It is hot, very hot, all over the planet.
- The heat waves of 2021 have caused temperatures as high as 116 °F in Canada.
- In the US, the Northwest is having a critical situation with people collapsing from hot weather.
- Sodankyla, a town in Finnish Lapland just north of the Arctic Circle, which has an average annual temperature a little below freezing, recorded at 89.8°F, the highest since records began in 1908.
- Wildfires have killed at least 80 people near Athens.
- Sweden has suffered a rash of forest fires, sparked by unusually hot and dry weather.
- Britain and the Netherlands look more parched than they did in 1976, one of the driest summers on record.
- Some 80,000 hectares—197,684 acres—of forest are burning in Siberia.
- Japan has declared its heatwave to be a natural disaster.
Extreme heat is dangerous to the human body.
- The effects of extreme heat on the body become more dangerous the longer the heat persists.
- Acutely, heat can cause dehydration and heatstroke. Even mild dehydration has been linked to a range of effects on cognitive ability and mood.
- Over the course of several days, extreme heat affects the functioning of the internal organs and puts extra strain on the cardiovascular system.
- The kidneys, liver, heart, brain, and lungs are all affected by extreme heat, which can result in renal failure, heart attack, and stroke, among other potential causes of mortality.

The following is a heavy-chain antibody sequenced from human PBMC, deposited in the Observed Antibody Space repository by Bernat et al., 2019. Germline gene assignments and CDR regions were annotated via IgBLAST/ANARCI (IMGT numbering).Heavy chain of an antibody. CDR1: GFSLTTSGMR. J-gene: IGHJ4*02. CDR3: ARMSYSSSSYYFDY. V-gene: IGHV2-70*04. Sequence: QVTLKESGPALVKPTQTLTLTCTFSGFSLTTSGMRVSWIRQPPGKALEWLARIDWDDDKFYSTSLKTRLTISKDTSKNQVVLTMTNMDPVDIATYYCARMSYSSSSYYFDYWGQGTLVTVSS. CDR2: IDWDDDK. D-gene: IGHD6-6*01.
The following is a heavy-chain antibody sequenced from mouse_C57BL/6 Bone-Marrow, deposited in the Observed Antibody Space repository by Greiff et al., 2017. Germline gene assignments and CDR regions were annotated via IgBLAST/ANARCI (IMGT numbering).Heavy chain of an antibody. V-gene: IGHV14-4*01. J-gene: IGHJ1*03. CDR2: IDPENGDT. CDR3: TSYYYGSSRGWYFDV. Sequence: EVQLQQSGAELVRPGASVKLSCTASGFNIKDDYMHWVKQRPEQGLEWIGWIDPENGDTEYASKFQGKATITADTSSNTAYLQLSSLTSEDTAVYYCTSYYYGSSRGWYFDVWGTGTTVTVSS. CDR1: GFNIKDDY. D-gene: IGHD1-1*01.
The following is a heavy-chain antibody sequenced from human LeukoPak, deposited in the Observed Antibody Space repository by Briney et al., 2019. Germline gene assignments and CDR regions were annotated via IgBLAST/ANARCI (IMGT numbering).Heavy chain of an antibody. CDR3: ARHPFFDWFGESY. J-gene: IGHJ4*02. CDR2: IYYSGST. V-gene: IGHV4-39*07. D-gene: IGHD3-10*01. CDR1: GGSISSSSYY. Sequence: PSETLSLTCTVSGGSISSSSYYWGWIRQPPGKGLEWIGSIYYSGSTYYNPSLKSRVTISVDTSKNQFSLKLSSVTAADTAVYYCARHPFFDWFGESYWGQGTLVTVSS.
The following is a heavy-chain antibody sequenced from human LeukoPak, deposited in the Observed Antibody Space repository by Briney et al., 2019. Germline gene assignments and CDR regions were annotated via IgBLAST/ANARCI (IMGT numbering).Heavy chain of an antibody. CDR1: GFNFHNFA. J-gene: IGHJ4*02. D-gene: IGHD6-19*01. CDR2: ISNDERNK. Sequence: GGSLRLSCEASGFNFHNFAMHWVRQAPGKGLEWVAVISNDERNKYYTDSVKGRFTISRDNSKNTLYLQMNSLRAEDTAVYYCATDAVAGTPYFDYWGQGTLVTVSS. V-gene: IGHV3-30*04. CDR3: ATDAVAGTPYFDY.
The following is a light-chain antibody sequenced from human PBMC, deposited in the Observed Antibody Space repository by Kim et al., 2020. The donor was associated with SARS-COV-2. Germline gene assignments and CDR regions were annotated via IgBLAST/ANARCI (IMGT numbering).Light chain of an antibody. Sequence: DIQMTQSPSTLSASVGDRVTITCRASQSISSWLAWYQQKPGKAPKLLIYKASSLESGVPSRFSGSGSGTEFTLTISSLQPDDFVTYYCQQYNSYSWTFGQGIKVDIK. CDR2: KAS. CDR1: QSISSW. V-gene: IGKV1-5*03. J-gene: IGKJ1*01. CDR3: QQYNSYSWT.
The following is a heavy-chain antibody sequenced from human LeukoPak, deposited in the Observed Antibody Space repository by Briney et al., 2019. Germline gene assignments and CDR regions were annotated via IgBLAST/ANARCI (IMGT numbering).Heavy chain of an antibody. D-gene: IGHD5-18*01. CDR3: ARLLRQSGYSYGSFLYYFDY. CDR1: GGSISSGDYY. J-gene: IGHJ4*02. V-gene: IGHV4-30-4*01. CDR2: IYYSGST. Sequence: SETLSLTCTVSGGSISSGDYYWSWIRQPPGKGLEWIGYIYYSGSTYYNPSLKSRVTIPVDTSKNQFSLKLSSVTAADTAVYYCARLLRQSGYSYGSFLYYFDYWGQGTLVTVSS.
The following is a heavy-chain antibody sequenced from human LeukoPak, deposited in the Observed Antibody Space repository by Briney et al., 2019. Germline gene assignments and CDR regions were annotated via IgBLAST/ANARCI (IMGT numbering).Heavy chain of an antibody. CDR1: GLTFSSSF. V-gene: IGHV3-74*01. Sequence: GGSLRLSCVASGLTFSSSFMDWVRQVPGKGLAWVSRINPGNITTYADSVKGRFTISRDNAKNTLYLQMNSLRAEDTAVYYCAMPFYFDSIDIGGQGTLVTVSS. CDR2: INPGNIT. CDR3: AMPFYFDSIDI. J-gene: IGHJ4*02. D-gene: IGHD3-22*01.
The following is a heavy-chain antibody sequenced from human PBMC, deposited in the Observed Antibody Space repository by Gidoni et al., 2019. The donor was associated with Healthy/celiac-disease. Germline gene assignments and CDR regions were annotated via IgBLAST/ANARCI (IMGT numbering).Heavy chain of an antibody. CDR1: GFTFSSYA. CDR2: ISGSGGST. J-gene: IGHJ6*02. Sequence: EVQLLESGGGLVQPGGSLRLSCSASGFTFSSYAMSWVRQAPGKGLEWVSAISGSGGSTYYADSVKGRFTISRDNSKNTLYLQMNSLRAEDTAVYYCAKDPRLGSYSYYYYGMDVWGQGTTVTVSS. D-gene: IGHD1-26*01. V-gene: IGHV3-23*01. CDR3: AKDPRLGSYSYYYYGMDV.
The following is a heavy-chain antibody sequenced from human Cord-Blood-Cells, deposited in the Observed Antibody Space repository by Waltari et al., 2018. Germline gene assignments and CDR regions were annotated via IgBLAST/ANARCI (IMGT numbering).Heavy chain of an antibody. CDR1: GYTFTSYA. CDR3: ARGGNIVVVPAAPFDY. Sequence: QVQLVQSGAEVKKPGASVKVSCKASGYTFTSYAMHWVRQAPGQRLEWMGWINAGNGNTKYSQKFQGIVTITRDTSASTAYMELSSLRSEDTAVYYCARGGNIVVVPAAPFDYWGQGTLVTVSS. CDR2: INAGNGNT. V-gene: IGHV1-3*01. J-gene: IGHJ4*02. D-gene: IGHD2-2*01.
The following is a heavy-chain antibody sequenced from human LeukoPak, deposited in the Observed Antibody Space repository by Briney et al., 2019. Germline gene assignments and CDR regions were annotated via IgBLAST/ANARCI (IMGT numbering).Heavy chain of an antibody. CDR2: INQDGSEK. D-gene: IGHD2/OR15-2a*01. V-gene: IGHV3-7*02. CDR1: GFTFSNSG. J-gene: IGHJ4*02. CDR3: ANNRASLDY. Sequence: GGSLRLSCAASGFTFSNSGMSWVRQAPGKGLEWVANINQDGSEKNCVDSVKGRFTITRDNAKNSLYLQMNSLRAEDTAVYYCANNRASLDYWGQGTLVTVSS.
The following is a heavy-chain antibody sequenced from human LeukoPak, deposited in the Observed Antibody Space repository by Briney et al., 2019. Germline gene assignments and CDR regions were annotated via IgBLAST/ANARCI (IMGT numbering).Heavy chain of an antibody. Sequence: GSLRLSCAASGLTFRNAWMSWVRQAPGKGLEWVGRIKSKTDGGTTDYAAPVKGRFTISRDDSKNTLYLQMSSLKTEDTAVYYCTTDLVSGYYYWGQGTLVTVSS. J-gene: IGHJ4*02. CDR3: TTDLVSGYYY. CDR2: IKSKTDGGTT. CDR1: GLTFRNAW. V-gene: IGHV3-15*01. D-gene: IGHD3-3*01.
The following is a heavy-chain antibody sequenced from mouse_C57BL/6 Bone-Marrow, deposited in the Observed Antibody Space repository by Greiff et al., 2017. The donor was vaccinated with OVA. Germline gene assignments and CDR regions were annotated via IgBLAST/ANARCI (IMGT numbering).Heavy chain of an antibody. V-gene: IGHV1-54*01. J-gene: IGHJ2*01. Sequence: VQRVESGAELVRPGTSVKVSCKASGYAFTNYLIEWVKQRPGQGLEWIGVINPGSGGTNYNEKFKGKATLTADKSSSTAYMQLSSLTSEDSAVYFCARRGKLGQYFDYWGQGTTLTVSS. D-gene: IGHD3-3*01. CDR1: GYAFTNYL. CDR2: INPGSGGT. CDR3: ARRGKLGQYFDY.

- Existing asthma, emphysema, or other lung disease conditions can be exacerbated by heat and pollution, potentially resulting in death.
- According to the US National Institutes of Health, when the body’s natural cooling system—sweating—doesn’t cool you down, there’s an increased risk for heat-related illness hyperthermia, which leads to heat cramps, heat edema, and heat stroke.
In the US, it is not uncommon to have air conditioning, which insulates us from the dangers of exposure to the heat. But even here, air conditioning is not universal, and in Europe where it is less common, the heat waves are catching entire countries unaware and unprepared. Of course, there are many places in the world where air conditioning doesn’t even exist and the effects on the body mentioned above are commonplace and disastrous.
What to do if you don’t have air conditioning
- Stay hydrated—Hydrating yourself is the first and foremost step to cooling down, said
- Take a cold shower or bath—This helps cool your body by lowering your core temperature. For an extra cool blast, try peppermint soap.
- Use cold washrags on your neck or wrists—Place cold washrags or ice packs on your wrists or drape them around your neck to cool your body.
- Use box fans—Place box fans facing out of the windows of rooms you’re spending time in to blow out hot air and replace it with cold air inside. If the weather in your area tends to fall between 50 and 70 °F in the mornings and evenings, opening the windows on both sides of the house during those times can facilitate a crossflow ventilation system. Just resting near a fan would reduce your body temperature as well.
- Close your curtains or blinds—If you have windows that face the sun’s direction in the morning through afternoon, close the curtains or blinds over them to keep the sun from coming directly into the house and heating up the inside. You could also install blackout curtains to insulate the room and reduce temperature increases that would happen during the day.